The title usually given to the sophomore class in religion in Seventh-day Adventist schools of nursing is Ministry of Healing. The sophomore year is the first year actually spent in clinical training in a hospital, the first year of college having been spent in any one of our Seventh-day Adventist colleges. The Ministry of Healing course is an effort to present to the students of nursing the true objectives of the nursing course as a whole. Each of the clinical and theoretical subjects has its own distinctive objective or list of objectives, but the main, over-all objectives, usually accepted as the only purpose for the operation of these schools of nursing, are presented in this important course.
There are probably a few schools of nursing that operate with merely the one objective, that of preparing well-qualified professional nurses. This objective is worthy insofar as it goes. All good schools of nursing should have a similar objective. But Seventh-day Adventist collegiate schools of nursing have a much broader goal. Not only are graduates of these schools fully qualified professional nurses on the collegiate level, but they are also educated to assist their patients with spiritual problems as well as with their mental, emotional, and physical needs. It is in the Ministry of Healing course that the foundation for this training is laid.
The course has taken its name from the book The Ministry of Healing, which traditionally has been the main textbook. This book is also usually found in every room of Seventh-day Adventist hospitals and sanitariums because of the great spiritual help it gives to patients who turn to its inspired pages for comfort and courage. The nurse frequently can direct a patient's reading to choice passages that can give just the help needed under certain situations. The nurse must know the book from personal experience in order to be of help in this way. The nurse must also know and live out the principles presented in this book if she is to attain to the high objectives of a Seventh-day Adventist Christian nurse.
Student nurses come to the school with widely varying backgrounds as to their religious training and experience. Some have an unusually mature outlook on life and their future as a nurse; others, unfortunately, do not have such an advantage. Some come with extremely idealistic attitudes, that may become sadly blunted with reality; others come with a rather materialistic outlook; some just come to school to receive what is offered. It is this extreme variety among the minds of the students that presents such a challenge to the instructor. Real skill and training plus an extremely earnest and conscientious effort must be used to give this course what it demands.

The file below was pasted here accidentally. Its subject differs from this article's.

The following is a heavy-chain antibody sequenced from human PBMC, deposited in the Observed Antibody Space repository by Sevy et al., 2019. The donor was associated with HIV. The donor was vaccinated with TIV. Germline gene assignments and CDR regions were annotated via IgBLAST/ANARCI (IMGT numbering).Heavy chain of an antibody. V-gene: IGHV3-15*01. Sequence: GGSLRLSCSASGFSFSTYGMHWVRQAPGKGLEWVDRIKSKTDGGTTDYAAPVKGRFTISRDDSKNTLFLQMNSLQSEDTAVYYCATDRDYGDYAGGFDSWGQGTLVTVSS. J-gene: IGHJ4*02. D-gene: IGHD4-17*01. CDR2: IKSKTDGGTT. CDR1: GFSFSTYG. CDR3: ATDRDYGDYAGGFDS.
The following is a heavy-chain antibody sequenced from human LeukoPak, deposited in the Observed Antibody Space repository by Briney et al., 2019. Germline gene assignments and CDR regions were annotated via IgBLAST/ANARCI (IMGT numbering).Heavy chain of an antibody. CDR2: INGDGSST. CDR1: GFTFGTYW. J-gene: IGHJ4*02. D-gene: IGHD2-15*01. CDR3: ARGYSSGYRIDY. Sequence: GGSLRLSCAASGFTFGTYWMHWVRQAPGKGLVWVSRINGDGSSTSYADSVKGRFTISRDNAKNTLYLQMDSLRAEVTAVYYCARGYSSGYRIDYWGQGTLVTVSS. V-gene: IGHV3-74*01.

Book knowledge alone will never suffice to realize the objectives of this course. It is conceivable that a student could receive the highest grade in the course and yet never be moved by the principles and objectives presented. The attitudes and behavior could possibly be exactly the same after having taken the course as before. True, this might seem an extreme situation, yet it is possible.
As we consider the most appropriate methods of teaching, it would seem that the dynamics involved in properly guided group discussions could very profitably be used in this course. Only in a free discussion of the group could immature attitudes be seen, and there is no better method of changing attitudes than to have a group of peers denounce them. Obviously group procedures could not, and should not, be used continuously. There is much material that is factual and basic to a proper understanding. This must either be read, or received through the lecture method. From past experience, however, it has been found that many of the typical, and at times difficult, situations that a nurse may find herself in can be previewed in a role-playing procedure. Such methods can be very helpful. At other times a panel discussion of problems can be most illuminating. If the nurse can know beforehand what might be best to say when certain questions are asked by patients, she will not be so embarrassed, and the answer will be far more appropriate and satisfying.
Because of the extremely varied background of nursing students, there must be flexibility in the presentation of this course. A stereotyped method could absolutely destroy its true purpose and objective. The individual needs of the students must be met. It is true that the goals are quite visible, and it is hoped that all will attain to them; but it surely must be just as obvious that different methods will have to be used for the students who have never studied religion than for those who may have come to the school with already well-developed and mature spiritual attitudes. Also because of the varying backgrounds, certain attitudes that may positively hinder the progress of the student may be present, and these must be handled with extreme care. Such attitudes must be observed quickly, and dealt with understandingly, with patience and skill, guiding the student into her greatest potentiality.
A course of study that is built with the individual differences of the students in mind, the lofty objectives clearly delineated, and a variety of methods in the presentation, can very materially assist in making the Ministry of Healing course the most practical of all in the nursing curriculum.